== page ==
Great sports movies require a few critical elements to be present. They need some bona fide celebrities, someone who can play the sport in question and – possibly most ideally – a brilliant script. 1981’s Escape to Victory arguably has all three in place… but does that make it a great movie?
The film’s title reflects how much the plot owes to The Great Escape, which was released in 1963 and is about prisoners of war escaping from the Germans’ clutches. In Escape to Victory, the Allied prisoners of war attempt to escape the Germans’ clutches when… hang on, that’s exactly the same idea.
The crucial difference, of course, is football. The Allies don’t go for the same escape route that was blundered by Steve McQueen et al. Instead, they centre their attempts (or perhaps centre-half might be more appropriate) on an escape during a football match. Organised from a rabble into a rousing football team, the squad rely on the coaching and captaincy of two army Captains, Hatch and Colby, who are played by Sly Stallone and Michael Caine respectively.
With the Allied team due to escape the PoW camp at half-time in the game that has been arranged against their German captors, when half-time arrives they are unjustly 4-1 down. Quite against logic, they decide to play on during the second half (“But we can win this!”) and go on the attack in order to try to win the game.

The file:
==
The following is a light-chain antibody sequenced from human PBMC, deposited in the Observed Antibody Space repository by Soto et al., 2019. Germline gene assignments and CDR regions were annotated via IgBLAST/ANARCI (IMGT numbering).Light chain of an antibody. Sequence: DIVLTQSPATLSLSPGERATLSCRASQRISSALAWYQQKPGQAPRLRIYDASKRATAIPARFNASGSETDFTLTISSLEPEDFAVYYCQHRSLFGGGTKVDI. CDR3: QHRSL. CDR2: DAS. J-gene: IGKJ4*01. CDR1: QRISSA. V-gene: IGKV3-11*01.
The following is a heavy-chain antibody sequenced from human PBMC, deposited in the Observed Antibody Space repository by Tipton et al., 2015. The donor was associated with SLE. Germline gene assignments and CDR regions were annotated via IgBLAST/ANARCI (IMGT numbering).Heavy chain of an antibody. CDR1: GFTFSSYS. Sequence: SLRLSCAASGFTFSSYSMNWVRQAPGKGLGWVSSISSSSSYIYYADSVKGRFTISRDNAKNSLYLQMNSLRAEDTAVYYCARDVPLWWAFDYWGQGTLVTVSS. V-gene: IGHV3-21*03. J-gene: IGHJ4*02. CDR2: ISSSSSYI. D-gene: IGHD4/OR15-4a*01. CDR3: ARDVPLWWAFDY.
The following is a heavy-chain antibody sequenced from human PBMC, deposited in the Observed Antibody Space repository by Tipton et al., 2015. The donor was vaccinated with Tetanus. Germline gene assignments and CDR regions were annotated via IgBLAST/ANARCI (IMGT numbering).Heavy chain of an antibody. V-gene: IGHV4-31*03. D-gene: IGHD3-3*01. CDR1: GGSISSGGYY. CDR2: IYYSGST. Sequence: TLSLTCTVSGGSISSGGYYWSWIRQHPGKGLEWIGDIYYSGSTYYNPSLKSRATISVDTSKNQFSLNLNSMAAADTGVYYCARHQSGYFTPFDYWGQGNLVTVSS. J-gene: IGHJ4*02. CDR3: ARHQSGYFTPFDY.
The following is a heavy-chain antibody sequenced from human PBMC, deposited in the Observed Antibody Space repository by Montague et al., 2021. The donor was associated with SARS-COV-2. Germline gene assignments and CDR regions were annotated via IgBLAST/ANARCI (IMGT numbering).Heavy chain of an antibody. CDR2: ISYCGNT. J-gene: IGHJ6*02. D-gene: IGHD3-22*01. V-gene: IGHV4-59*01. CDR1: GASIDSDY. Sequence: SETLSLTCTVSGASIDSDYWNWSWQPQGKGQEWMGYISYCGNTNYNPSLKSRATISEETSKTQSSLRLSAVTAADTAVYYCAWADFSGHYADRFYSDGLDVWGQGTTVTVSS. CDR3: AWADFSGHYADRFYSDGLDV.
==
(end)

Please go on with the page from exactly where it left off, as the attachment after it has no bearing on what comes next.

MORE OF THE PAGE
With many actual footballers taking on the roles of prisoners of war, and actors such as Sly Stallone having the biggest positions of responsiblity on the pitch, the film sometimes falls between two stalls; the footballers cannot always act their way out of the technical area, and the actors can’t kick a football to save their Hollywood stars.
Somehow, however, the film’s charm eventually overcomes any viewer. The footballers in question are very good at the football parts, with Pelé and Bobby Moore both great. Others such as many of the successful Ipswich Town team at the time as well as Ossie Ardiles and John Wark are less magnetic in their ability to transfer the charisma they displayed on the pitch for many years onto the silver or small screen.
Sly Stallone deserves special mention purely because not only is he not a footballer but having to be the goalkeeper he could easily look like a clown in his performance. Instead, he leaps around convincingly for the most part, with Gordon Banks coaching him behind the scenes.
You won’t watch Escape to Victory and declare Bobby Moore the leading man Hollywood never had or Sly Stallone the goalkeeper that the USA team needed in the mid-eighties. But you will have a great time rooting on the Allies against Max von Sydow’s Major Karl von Steiner and the Germans. Hammered together on a budget of just $10 million, Escape to Victory took over $27 million at the box office and was very much a score draw in terms of movie history’s record books.
Given what happens in the final scenes of the movie, that seems very appropriate.
You can watch the full trailer for 1981’s cult classic Escape to Victory right here: